It is essential that a change programme follows the business vision and strategy – and if these are not well articulated, then something must be done or the programme will not have the clarity required for it to be a success.  There is great merit in the process of producing the vision and strategy including the people who have to drive its implementation, as this will lead to much great understanding and ownership of the direction and the logic.   Examples of good elements of Vision statements include:

  • Growth – £x billion by 2020;
  • Highly profitable;
  • 100% customer focused;
  • Strive to be World Class in whatever you do;
  • Be pre-eminent and respected in our chosen fields/markets;
  • Build a scalable business;
  • Delivery quality solutions and products/services;
  • Aim for superb operational effectiveness;
  • Build brand awareness;
  • Continue to differentiate;
  • Care for our people;
  • Drive towards a more collaborative set of relationships;
  • Be continually innovative and entrepreneurial;
  • Move towards a more effective Business Partnering model.

Again another set of micro vision statements (which I have grouped into themes) could include:

  • Market – Total Customer Service focus;
  • Capability;
  • High quality, integrated Systems and other Tools;
  • Professional, with a learning culture and continuously improving;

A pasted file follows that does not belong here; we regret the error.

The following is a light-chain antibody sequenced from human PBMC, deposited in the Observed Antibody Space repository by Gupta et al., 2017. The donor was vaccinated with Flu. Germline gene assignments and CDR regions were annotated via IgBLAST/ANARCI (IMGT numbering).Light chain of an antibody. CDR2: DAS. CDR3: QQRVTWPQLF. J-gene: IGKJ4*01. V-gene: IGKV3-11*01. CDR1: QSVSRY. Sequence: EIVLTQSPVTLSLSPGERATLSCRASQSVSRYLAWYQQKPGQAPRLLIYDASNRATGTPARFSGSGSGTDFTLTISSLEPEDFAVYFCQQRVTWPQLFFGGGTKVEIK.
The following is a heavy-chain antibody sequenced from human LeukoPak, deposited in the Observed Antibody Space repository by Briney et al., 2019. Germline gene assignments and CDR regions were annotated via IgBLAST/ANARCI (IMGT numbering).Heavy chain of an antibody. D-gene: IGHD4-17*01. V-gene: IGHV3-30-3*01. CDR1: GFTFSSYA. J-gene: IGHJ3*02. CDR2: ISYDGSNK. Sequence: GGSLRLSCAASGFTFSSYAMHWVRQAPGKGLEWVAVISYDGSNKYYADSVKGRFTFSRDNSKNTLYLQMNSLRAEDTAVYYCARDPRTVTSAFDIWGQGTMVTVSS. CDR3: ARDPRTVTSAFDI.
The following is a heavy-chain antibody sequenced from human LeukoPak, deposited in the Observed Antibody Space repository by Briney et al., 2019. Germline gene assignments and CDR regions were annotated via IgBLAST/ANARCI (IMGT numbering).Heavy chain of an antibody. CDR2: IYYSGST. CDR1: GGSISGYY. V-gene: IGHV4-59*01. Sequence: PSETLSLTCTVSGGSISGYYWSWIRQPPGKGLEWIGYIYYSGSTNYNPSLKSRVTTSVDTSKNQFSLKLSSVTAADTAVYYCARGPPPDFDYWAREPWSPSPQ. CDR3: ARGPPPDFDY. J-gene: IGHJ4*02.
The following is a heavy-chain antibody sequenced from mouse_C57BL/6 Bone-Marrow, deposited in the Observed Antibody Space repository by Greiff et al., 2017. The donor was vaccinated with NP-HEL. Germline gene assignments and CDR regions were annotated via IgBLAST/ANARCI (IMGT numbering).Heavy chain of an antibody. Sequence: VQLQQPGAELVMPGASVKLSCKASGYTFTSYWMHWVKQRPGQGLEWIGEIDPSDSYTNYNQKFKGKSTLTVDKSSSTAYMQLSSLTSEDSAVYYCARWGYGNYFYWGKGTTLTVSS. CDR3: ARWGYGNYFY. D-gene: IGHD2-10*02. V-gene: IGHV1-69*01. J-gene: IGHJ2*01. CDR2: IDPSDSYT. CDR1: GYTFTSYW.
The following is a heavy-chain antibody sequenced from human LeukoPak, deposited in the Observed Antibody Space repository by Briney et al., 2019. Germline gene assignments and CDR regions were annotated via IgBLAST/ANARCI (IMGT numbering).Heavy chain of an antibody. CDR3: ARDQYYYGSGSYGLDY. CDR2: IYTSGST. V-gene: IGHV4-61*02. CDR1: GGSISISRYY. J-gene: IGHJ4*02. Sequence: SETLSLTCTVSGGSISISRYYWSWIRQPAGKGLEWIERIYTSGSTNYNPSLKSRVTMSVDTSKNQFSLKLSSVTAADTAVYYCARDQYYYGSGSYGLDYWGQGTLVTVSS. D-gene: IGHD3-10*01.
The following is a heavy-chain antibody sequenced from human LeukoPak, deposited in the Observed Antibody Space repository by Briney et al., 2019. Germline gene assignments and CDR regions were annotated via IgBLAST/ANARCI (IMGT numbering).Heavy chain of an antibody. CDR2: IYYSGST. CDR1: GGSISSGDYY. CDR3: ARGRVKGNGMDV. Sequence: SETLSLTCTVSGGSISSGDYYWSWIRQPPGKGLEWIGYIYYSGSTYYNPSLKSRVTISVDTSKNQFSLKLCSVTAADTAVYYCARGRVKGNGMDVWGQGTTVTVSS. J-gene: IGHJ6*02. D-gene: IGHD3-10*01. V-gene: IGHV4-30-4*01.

• First class, well-appointed premises.
  • An effective organisational design;
  • Best practice business processes;
  • Good governance;
  • High compliance;
  • Strong shared values;
  • Two way Service Level Agreements;
  • Relevant and agreed metrics and measures;
  • Highly trained, capable workforce;
  • Management;

Focus on added value activities.

Transformational LeadersHave a look at the attachment (Vision example) which shows how a method of creating a compelling vision consisting of Purpose, Values, Goals and Description (from Milestone seminars).

The final element of this section is the Business Case.  Typically an outline business case would be built at this “strategic” stage – with estimated figures for costs and benefits, showing the return on investment.  The detailed business case would then be developed during the programme once more accurate costs are understood.


The costs and benefits can be broken down into Tangible and Intangible items, e.g.:
Examples Tangibles Intangibles
Benefits Increased sales (volumes)Increased marginIncreased profitabilityReduced headcountReduced costs – suppliers products, labour, property, transport, overheads, etc Increased customer satisfactionIncreased sales effectivenessIncreased brand awarenessBetter management informationProcess efficiencyImproved reputationReduced staff turnoverImproved accountability

Improved governance & controls

Platform for the future

Costs – one off or initial costs Investment costs – Property/facilities, IT, people (hiring, relocation, training, redundancy, etc)Change costs – e.g. consultants, professional fees, Management timeChange fatigue
Ongoing/ recurring costs Property/facilitiesIT and supportPeopleThird partiesEtc

These tangible figures are normally captured in a spreadsheet model and shown over a timescale.  Various calculations and ratios can we worked on e.g.: Payback period, Return on Investment, discount rates, NPV (net present value), etc.

Sometimes, teams try to put a value on the intangibles.  If the benefit is, for example, “improved call centre morale”, then this may lead to reduced staff turnover rates, and by applying certain assumptions/algorithms, you can determine a (hypothetical) tangible benefit.